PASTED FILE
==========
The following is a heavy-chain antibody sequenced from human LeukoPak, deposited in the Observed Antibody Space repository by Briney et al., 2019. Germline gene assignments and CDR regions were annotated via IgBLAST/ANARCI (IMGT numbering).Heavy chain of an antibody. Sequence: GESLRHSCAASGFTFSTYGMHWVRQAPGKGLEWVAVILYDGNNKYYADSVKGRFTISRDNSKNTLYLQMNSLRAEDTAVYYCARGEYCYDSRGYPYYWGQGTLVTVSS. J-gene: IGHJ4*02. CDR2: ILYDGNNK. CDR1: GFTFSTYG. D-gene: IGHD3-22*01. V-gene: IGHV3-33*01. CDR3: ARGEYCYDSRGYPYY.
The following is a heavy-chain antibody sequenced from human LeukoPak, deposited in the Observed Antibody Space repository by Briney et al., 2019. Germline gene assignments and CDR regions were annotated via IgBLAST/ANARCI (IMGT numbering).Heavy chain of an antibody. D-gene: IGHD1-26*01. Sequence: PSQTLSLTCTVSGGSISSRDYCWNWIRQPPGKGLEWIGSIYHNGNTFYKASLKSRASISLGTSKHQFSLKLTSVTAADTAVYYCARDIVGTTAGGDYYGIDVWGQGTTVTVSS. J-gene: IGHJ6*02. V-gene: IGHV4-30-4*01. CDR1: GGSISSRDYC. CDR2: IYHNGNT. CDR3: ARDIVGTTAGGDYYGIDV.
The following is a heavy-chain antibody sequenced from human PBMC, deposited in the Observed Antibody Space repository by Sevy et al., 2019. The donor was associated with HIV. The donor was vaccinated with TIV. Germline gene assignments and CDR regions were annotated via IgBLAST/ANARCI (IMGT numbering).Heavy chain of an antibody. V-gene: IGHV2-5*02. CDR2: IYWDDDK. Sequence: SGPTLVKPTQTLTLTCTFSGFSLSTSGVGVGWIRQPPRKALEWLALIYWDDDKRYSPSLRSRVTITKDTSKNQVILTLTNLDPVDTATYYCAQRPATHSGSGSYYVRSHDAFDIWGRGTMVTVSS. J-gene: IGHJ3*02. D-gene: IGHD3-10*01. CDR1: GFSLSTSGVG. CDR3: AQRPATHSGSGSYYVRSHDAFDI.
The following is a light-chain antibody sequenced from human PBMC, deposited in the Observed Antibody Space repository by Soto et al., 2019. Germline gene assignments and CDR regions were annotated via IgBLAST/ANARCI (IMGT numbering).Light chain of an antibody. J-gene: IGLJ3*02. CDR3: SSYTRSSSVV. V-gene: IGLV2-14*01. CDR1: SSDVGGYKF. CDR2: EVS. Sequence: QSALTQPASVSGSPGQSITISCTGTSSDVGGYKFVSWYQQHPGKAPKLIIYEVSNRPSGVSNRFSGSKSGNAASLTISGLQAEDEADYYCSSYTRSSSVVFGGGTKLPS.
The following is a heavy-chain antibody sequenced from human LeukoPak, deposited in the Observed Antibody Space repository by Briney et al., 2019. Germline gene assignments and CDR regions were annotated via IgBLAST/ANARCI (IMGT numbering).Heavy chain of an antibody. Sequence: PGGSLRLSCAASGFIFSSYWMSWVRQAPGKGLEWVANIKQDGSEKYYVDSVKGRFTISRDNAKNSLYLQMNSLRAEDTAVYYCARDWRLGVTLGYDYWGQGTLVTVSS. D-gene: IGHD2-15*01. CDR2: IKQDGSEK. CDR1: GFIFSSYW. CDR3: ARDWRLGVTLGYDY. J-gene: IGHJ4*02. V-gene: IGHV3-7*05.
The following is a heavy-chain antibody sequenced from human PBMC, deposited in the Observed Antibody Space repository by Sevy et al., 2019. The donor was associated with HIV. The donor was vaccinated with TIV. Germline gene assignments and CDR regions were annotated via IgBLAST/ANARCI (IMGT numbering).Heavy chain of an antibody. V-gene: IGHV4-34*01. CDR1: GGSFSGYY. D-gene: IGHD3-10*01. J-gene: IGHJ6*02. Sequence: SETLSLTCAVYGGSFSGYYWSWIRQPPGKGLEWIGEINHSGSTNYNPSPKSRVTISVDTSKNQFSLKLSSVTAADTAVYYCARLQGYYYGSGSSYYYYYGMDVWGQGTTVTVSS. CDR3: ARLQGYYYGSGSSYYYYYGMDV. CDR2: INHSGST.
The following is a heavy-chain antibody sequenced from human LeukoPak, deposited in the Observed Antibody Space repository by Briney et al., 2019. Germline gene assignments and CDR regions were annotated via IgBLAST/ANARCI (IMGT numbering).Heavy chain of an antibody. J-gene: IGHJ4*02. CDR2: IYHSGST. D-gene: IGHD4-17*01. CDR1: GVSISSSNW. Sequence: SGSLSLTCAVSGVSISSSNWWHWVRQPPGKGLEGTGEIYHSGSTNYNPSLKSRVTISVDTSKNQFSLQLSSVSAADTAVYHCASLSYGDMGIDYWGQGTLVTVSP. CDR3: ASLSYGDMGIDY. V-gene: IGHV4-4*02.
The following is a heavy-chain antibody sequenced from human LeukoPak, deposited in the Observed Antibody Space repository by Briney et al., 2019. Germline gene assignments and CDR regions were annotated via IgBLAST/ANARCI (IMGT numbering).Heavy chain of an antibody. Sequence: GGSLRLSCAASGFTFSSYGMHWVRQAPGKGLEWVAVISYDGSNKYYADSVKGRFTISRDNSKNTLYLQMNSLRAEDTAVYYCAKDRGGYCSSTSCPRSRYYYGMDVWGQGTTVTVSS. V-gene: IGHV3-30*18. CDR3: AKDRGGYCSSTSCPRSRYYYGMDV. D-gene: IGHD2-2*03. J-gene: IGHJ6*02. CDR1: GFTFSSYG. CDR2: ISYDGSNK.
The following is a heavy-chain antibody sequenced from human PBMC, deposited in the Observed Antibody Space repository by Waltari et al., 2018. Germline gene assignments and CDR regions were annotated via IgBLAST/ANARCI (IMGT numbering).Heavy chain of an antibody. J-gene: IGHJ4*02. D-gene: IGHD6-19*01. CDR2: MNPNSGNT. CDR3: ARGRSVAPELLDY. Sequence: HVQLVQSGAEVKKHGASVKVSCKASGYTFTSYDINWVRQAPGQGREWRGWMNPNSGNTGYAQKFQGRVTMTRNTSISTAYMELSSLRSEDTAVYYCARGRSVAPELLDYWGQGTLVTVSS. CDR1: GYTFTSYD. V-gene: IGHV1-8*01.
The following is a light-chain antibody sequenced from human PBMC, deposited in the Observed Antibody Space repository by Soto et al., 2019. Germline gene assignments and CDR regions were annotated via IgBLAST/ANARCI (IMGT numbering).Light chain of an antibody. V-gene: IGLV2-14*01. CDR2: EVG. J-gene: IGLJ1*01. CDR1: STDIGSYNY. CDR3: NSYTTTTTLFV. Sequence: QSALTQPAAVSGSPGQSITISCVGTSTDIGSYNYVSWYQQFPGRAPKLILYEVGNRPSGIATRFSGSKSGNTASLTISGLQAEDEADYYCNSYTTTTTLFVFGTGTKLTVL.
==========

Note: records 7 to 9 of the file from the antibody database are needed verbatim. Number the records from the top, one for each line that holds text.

The following is a heavy-chain antibody sequenced from human LeukoPak, deposited in the Observed Antibody Space repository by Briney et al., 2019. Germline gene assignments and CDR regions were annotated via IgBLAST/ANARCI (IMGT numbering).Heavy chain of an antibody. J-gene: IGHJ4*02. CDR2: IYHSGST. D-gene: IGHD4-17*01. CDR1: GVSISSSNW. Sequence: SGSLSLTCAVSGVSISSSNWWHWVRQPPGKGLEGTGEIYHSGSTNYNPSLKSRVTISVDTSKNQFSLQLSSVSAADTAVYHCASLSYGDMGIDYWGQGTLVTVSP. CDR3: ASLSYGDMGIDY. V-gene: IGHV4-4*02.
The following is a heavy-chain antibody sequenced from human LeukoPak, deposited in the Observed Antibody Space repository by Briney et al., 2019. Germline gene assignments and CDR regions were annotated via IgBLAST/ANARCI (IMGT numbering).Heavy chain of an antibody. Sequence: GGSLRLSCAASGFTFSSYGMHWVRQAPGKGLEWVAVISYDGSNKYYADSVKGRFTISRDNSKNTLYLQMNSLRAEDTAVYYCAKDRGGYCSSTSCPRSRYYYGMDVWGQGTTVTVSS. V-gene: IGHV3-30*18. CDR3: AKDRGGYCSSTSCPRSRYYYGMDV. D-gene: IGHD2-2*03. J-gene: IGHJ6*02. CDR1: GFTFSSYG. CDR2: ISYDGSNK.
The following is a heavy-chain antibody sequenced from human PBMC, deposited in the Observed Antibody Space repository by Waltari et al., 2018. Germline gene assignments and CDR regions were annotated via IgBLAST/ANARCI (IMGT numbering).Heavy chain of an antibody. J-gene: IGHJ4*02. D-gene: IGHD6-19*01. CDR2: MNPNSGNT. CDR3: ARGRSVAPELLDY. Sequence: HVQLVQSGAEVKKHGASVKVSCKASGYTFTSYDINWVRQAPGQGREWRGWMNPNSGNTGYAQKFQGRVTMTRNTSISTAYMELSSLRSEDTAVYYCARGRSVAPELLDYWGQGTLVTVSS. CDR1: GYTFTSYD. V-gene: IGHV1-8*01.